A presidential bid by a celebrity Russian TV host drew conflicting reaction from the country's beleaguered opposition Thursday, with some accusing her of playing into the Kremlin's hands and others welcoming her move.
Though President Vladimir Putin's spokesman, Dmitry Peskov, denied that the Kremlin has encouraged Ksenia Sobchak to run, some opposition figures say her move would allow the government to counter voter apathy and at the same time sow discord in opposition ranks.
The 35-year old Sobchak announced her intention to run in the March 2018 election Wednesday, saying the country has grown tired of stagnation and needs change.
She is the daughter of Anatoly Sobchak, the reformist St. Petersburg mayor in the early 1990s. President Vladimir Putin once worked as her father's deputy.
Sobchak, who joined anti-Kremlin protests in 2011-2012, said she had warned the president of her intention during a recent meeting, adding that Putin didn't seem to like it.
Putin hasn't yet said whether he would seek re-election, but he's widely expected to run and is poised to convincingly see off the same set of lackluster veterans of past campaigns.
One of them, liberal leader Grigory Yavlinsky, warned that Sobchak would play a role similar to billionaire tycoon Mikhail Prokhorov, who challenged Putin in the 2012 election, casting himself as a representative of Russian liberal circles. Putin won with nearly 64 percent of the vote, while Prokhorov polled 8 percent.
“It's the same trap, shall we walk into it again?” he tweeted.
Liberal politician Dmitry Gudkov sounded more positive, saying that if Sobchak runs a real campaign critical of the Kremlin, it could help encourage political competition and draw young voters to the polls.
Russia's most popular opposition figure, Alexei Navalny, who is serving a 20-day jail term for organizing an unsanctioned protest, hasn't commented on Sobchak's declaration.
No comment yet from Navalny
When rumors about Sobchak's presidential ambitions first circulated last month, Navalny, warned her on YouTube that she would only serve the Kremlin's goals by joining the campaign.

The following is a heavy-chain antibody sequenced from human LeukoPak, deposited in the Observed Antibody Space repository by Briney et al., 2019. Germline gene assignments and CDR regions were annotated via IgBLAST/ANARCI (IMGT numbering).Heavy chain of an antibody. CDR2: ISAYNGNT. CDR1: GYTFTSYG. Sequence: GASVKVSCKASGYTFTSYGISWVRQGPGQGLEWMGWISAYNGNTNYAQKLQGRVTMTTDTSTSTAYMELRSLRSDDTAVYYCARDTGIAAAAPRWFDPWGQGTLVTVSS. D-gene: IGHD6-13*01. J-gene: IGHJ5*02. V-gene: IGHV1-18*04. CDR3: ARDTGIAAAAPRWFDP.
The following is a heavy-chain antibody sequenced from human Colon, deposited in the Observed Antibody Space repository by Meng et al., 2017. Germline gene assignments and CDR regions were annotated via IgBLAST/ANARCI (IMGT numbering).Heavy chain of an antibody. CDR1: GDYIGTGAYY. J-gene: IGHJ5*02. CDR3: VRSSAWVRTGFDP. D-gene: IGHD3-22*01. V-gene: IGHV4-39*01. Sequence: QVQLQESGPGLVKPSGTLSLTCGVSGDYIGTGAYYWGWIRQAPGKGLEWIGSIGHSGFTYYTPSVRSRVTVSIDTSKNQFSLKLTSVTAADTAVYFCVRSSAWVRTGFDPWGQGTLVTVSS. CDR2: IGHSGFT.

“They need a cartoonish liberal candidate at a time when they don't want to allow me to enter the race,” Navalny said.
Navalny has declared his intention to run, even though a criminal conviction that he calls politically motivated, bars him from running. The 41-year-old anti-corruption crusader has organized a grassroots campaign to support his bid and staged several waves of protests this year to raise pressure on the Kremlin to let him join the race.
Sobchak has rejected Navalny's criticism, saying she would push for his registration and could even withdraw her candidacy in his favor if he's allowed to run.
She cast herself as a “candidate against all,” trying to tap public resentment with the nation's tightly-controlled and corrupt political system.
“It's our peaceful and legitimate way to say: Enough, guys, we really had enough of you all!” she said in a YouTube video.
Pundits saw the slogan as a smart move to reach the apathetic voters tired of the same familiar faces on the nation's political scene.
Sobchak, who first became known as a socialite and a fashion icon before she launched her successful TV career as a reality show host, has been frequently described as Russia's version of Paris Hilton in the past.
Unlike her pushy TV persona, Sobchak sought to sound calm and compromising while declaring her bid.
And in contrast with Navalny who encouraged his supporters to take to the streets in defiance of official bans, Sobchak appealed to those who shun unsanctioned protests and want peaceful change.
“I'm against revolution,” she said in her manifesto.
“But I'm a good mediator and organizer. I'm a woman, and I don't have that horrible masculine ego that always prevents politicians from reaching accord and makes force an option of choice for solving any problem.”